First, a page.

One of the three village bars (and there are only about 250 inhabitants!)

Summer has arrived like an explosion. No gentle easing into gradually warmer days. It turned overnight from Spring to Summer and temperatures in the 30s just a few days ago.

View from the village

The celebration of San Isidro is one of the first big summer celebrations, and is particularly important in villages like ours.  Most of the inhabitants rely on the land to employ and feed them to some degree or another. Things are tough in Spain right now and work is scarce. Today is symbolic for many of these land workers and planting today hopefully carries a blessing from San Isidro for a good crop. Tonight we finished planting the last of our vegetables garden…well, we´ll take help where we can get it!

Main Street!

The statue of the Saint was blessed in the little village church and processed down through the village to our little sports centre which has a large building used for village gatherings.

It´s a Pueblo Blanco, a white village. Perhaps not the quaintest or prettiest, but it has a certain charm. The streets were quiet today as most people were in the church when we arrived.

Obligatory Old Boys sitting on a bench in the square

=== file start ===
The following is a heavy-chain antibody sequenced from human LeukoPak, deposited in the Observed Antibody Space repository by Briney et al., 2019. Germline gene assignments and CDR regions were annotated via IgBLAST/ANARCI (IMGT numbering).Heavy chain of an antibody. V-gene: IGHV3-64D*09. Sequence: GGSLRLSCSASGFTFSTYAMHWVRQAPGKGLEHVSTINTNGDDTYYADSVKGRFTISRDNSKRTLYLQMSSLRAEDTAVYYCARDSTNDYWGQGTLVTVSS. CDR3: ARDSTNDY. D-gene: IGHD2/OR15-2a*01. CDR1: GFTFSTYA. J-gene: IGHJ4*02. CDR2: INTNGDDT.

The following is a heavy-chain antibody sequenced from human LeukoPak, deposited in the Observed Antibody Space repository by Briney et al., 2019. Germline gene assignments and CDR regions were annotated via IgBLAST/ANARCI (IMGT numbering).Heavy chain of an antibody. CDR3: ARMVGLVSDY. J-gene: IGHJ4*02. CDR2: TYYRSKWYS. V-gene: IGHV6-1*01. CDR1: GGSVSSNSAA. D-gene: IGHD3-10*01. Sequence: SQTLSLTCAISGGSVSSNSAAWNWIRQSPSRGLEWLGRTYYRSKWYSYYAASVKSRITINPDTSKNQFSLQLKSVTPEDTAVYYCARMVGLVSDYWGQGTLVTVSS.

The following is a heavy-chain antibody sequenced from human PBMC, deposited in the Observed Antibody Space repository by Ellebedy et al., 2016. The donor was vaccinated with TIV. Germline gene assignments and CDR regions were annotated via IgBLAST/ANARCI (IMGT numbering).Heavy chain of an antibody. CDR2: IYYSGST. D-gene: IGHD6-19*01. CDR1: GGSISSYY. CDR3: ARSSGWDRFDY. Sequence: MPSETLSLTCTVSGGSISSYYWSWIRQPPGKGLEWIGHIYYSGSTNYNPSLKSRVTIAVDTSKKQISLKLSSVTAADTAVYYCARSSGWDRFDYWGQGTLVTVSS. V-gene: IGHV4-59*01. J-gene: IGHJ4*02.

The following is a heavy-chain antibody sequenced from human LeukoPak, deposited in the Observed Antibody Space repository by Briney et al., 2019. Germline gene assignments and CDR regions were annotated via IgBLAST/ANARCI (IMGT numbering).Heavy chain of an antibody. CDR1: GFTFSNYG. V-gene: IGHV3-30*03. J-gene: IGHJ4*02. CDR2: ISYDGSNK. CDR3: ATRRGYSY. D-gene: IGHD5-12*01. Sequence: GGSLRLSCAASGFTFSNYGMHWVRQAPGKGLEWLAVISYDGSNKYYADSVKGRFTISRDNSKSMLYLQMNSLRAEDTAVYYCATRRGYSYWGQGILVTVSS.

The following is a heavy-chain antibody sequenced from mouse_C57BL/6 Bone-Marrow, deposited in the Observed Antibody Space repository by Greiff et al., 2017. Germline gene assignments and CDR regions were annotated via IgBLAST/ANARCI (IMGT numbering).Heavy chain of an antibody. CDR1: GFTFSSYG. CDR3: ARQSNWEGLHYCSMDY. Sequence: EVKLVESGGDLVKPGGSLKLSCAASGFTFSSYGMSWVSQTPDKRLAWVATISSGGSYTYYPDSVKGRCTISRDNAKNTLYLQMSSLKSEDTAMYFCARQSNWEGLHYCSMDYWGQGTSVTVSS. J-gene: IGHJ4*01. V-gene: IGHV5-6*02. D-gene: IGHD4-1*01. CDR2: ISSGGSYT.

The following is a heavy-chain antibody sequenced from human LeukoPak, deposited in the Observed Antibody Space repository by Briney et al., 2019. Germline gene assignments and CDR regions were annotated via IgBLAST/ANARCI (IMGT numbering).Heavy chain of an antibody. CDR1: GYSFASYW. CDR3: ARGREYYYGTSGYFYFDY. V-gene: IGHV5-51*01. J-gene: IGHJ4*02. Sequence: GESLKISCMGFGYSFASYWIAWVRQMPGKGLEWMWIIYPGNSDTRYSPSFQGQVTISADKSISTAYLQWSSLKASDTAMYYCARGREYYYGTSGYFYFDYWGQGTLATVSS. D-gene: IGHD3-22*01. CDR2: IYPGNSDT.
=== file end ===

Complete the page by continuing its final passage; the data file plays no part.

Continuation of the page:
Although our village celebrations were scaled down from previous years, there was still time to enjoy a plate of rice together and have a few drinks.

The cooks did a great job!

Oh, and a little dance of course.

Little Dancing Queens!

Coffee, Pear and Almond Cake

Some friends were coming over for “Merienda” which is afternoon tea in Spain, so it was a good opportunity to bake a cake. My Spanish pals do make me smile as when we get together for coffee and cakes, they always mention what a lovely English custom it is. I smile and agree, secretly thinking that I could probably count on the fingers of one hand the number of occasions I stopped for a proper afternoon tea when I lived in England. Oh well, I am certainly making up for it now.